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Found 6 results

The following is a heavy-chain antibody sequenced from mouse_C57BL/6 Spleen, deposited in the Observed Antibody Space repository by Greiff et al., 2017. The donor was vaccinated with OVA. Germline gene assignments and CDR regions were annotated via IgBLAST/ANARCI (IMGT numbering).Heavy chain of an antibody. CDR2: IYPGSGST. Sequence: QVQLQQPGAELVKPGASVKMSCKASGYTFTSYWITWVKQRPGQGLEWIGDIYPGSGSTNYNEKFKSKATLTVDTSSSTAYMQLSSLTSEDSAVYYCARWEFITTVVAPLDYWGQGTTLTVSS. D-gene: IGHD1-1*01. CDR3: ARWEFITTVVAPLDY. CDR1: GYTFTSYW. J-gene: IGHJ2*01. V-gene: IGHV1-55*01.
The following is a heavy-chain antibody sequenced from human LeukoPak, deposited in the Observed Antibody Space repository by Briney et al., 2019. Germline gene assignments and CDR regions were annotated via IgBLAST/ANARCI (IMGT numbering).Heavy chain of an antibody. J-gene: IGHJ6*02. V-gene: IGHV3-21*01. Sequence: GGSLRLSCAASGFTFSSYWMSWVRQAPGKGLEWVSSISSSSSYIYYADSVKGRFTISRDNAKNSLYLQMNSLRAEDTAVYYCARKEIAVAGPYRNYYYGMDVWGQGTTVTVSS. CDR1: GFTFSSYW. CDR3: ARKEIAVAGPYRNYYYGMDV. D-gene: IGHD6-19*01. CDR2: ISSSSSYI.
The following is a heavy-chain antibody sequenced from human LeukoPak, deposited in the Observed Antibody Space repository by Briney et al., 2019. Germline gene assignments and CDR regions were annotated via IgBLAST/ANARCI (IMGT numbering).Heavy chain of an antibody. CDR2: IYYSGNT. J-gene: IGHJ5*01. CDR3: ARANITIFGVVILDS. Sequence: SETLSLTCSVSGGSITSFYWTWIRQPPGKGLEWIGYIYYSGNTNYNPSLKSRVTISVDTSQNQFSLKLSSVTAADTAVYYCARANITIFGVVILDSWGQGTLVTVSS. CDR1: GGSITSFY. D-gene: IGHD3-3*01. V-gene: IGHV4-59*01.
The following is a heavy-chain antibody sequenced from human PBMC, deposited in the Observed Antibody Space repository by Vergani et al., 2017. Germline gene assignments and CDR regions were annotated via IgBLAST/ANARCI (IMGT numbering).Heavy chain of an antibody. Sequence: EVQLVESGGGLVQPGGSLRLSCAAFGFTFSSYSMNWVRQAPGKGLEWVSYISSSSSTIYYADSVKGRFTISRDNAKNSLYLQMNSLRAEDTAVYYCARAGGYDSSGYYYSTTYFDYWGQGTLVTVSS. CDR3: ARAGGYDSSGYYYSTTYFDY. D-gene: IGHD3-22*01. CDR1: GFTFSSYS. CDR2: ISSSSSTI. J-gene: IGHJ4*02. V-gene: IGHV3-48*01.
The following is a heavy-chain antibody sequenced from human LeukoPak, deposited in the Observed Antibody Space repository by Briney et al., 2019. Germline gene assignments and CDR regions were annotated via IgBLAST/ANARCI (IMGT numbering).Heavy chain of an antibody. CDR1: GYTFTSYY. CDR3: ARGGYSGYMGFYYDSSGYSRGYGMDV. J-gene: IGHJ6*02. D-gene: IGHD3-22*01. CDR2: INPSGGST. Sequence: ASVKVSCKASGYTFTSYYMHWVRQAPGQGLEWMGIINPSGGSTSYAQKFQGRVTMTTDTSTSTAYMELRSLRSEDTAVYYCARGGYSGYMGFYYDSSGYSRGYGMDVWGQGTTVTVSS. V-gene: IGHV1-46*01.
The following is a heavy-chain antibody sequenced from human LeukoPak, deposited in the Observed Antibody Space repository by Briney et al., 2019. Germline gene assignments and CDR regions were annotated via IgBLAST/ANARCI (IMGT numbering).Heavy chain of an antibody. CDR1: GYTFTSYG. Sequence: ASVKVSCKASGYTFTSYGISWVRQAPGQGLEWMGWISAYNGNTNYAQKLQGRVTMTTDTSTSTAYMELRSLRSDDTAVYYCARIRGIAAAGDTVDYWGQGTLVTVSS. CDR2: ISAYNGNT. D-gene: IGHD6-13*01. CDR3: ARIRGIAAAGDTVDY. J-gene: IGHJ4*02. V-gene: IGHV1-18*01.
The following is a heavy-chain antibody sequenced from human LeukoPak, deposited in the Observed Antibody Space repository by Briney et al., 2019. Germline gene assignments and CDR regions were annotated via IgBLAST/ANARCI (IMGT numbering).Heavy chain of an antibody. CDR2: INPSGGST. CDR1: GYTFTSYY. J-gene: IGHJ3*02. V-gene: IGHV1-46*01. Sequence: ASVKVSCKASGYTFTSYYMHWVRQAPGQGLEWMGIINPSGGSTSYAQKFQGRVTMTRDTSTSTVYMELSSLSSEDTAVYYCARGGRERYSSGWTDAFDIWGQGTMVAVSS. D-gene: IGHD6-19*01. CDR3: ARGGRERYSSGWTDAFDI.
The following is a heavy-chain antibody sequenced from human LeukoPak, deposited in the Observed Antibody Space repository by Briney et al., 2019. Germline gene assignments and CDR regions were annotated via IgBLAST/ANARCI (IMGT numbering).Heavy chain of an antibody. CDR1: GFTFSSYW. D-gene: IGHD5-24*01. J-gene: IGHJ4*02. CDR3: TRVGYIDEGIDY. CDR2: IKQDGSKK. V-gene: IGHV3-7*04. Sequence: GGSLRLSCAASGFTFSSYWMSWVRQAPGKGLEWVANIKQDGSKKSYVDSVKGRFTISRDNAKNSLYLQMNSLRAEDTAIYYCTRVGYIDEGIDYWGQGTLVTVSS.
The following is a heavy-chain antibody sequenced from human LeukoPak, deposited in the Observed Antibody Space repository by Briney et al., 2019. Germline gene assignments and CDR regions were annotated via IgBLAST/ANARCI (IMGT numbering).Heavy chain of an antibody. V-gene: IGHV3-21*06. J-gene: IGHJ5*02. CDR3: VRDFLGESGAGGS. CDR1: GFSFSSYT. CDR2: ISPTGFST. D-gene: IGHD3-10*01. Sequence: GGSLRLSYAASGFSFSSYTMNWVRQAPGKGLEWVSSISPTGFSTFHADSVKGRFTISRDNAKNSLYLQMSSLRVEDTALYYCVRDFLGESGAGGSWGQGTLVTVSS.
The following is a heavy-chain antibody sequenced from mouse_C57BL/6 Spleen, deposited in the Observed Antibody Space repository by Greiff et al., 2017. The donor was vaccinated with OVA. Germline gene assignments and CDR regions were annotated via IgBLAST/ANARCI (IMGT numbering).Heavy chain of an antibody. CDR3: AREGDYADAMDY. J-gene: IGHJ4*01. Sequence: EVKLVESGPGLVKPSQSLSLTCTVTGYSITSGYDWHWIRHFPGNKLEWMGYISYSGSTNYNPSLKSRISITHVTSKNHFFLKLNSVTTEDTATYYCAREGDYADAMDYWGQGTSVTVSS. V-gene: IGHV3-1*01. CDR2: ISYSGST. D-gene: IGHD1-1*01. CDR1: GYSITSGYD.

1. Allying against Iran: US is creating Arab NATO While the US envisages a new military alliance as a tool to counter potential threats from Iran towards the Gulf monarchies and the Middle East, there are a number of obstacles in the way of creating an Arab military bloc. According to Defense News, an Arab NATO would consist of six Gulf states, i.e. Saudi Arabia, the United Arab Emirates, Kuwait, Bahrain, Oman, Qatar, plus Egypt and Jordan. The commander of the Royal Bahraini Air Force, Maj. Gen. al-Khalifah, said that this is an American idea which was approved by the Arab Gulf countries, "but didn't take shape yet." He expects this alliance to be successful, although "we are still at the beginning." Back in October, the Bahraini foreign minister said that the Gulf security alliance could be formed by next year. Defense News sees at least one sign of progress there, as the Gulf countries are already involved in the Saudi-led coalition in Yemen that fights against Houthi rebels, mainly by carrying out airstrikes. "We have been sharing information between coalition fighters all along the operations [in Yemen], and we have been training alongside with the Gulf countries through joint exercises, and this enhances our capabilities," al-Khalifah said. Incompatible with Iran On the other hand, there are clear and tangible challenges on the way to creating this new military alliance, not least of them being the issues of interoperability. All the potential members operate different types of weapons and military equipment: the Egyptian Air Force operates the Russian MIG and the American F-16, while the Saudi Air Force has the American F-15SA and the European Eurofighter Typhoon, and the UAE is equipped with the F-16 and the French Mirage. But the issue of interoperability is not the only impediment for creating an Arab NATO as the relations between Qatar and other Gulf countries have not been fully restored since 2017 when Saudi Arabia, the UAE, and Bahrain cut ties with Qatar. All eight potential members of the new military alliance have concerns related to Iran and Iranian-backed armed groups operating in numerous countries across the Middle East. "Iran continues to cause risks to other nations and act as a destabilizing agent across this region. They aim to disrupt the balance of power and place at risk the livelihood of citizens," Commander of the US Air Forces Central Command Lt. General Joseph Guastella said during the 2nd Manama Airpower Symposium. According to Guastella, the experience of setting up and operating NATO itself could prove useful in establishing an Arab version of the alliance: "There is value in looking at what NATO has been able to do and the successes of an alliance that has guaranteed essentially stability for the region there for decades." Adding America and Israel into the mix "People have been talking about an Arab NATO for several years now," said Vladimir Sazhin, Senior Researcher at the Middle East Department of the Institute for Oriental Studies of the Russian Academy of Sciences. According to him, there are plans to get Israel to participate in the alliance that would bring together six monarchies of the Persian Gulf, Egypt, and Jordan. However, instead of becoming a full-fledged member of the Arab NATO, Israel would supply intelligence to the alliance. The US is expected to participate in a similar manner, providing all the necessary resources without officially joining the organization. "The idea to call it an 'Arab NATO' is something journalists came up with. In all of the relevant areas, this potential new alliance will be very much inferior to NATO. I don't believe that it will ever reach the level of NATO," said Sazhin. According to him, even if the bloc is ever established, it is unlikely to resemble NATO at all. There may be some formal organizational structures established, but there are serious doubts regarding their effectiveness and efficiency. Ultimately, all we see is propaganda and media noise, and not much actual progress, Sazhin said. Just how capable the Gulf monarchies are in terms of setting up a united front against Iran remains to be seen. "I very much doubt they would go through with this without the support of other countries. There is a very broad range of attitudes towards Iran among the Gulf states," Sazhin stressed. On one end of the spectrum, there is Saudi Arabia, on the other – countries like Qatar and Oman. The last two are not particularly anti-Iran. As for economic relations, the United Arab Emirates have very close ties with Iran. Tehran's relationship with Abu Dhabi provides it an opportunity to evade US financial and economic sanctions, the expert stated "I think that if there were an Arab military organization then it would most likely be lacking in efficiency and decision-making, but would be very active publicity-wise," Vladimir Sazhin said. "A summit with US President Donald Trump and monarchs of the Gulf countries was expected to take place back in autumn this year in the United States. It was believed that the main topic on the agenda would be the creation of a strategic Middle East alliance that experts already call an Arab NATO for the sake of simplicity," Elena Suponina, adviser to the director of the Russian Institute for Strategic Studies, said. That summit was postponed until the first half of 2019. One of the reasons was the scandal around the murder of Jamal Khashoggi, a Saudi political analyst. It created an atmosphere that compelled the US to refrain from any discussions regarding strategic cooperation. According to Suponina, that is not the only obstacle that stands in the way of creating such an organization. Firstly, relations between Saudi Arabia and Qatar are somewhat clouded; secondly, there is still too much turbulence in the region. The plans are in place, but it would be very difficult for the Americans to make them come true, Suponina believes. Nevertheless, there is every reason to believe that the US is not giving up on these plans since in the upcoming years the main goal of the US in the region will be to contain Iran. This is exactly why America pursues the creation of, if not a full-fledged military organization, then at least something very close to it. Even that kind of alliance would be very useful for the US, the expert thinks. "Donald Trump's idea is to form an Arab NATO that would include Arabian monarchies and – by a long stretch of the imagination – Israel. This idea may sound benevolent, but so do many other plans that are not meant to happen," Evgeny Satanovsky, president of the Institute for Middle East Studies, said. Satanovsky believes that the new military alliance is meant to zero in on Iran. There is no doubt that Saudi Arabia wants to establish that alliance. However, it is very unlikely that the US will succeed in convincing Israel to join the club. Israeli society will never accept that offer. There is zero chance that an Arab NATO will become a reality, he said, adding that Israel doesn't really need any military help from the Arab countries to fight Iran. The Arab armies do not constitute any significant military power nor they are organized enough to be a force others can rely on if it comes to that. For the Arab countries, it is absolutely out of the question to be part of the same military alliance with Israel due to the kind of narrative that permeates their societies. The State Department and the White House – unsurprisingly – do not understand this, Satanovsky claims. It is absolutely clear that Saudi Arabia seeks to create an Arab or Islamic military alliance and to be at the helm. Saudi Crown Prince Mohammed bin Salman has already damaged relations with Egypt and the United Arab Emirates, cut relations with Qatar, and raised tensions between Saudi Arabia and Pakistan – all in pursuit of this goal. ARAB NATO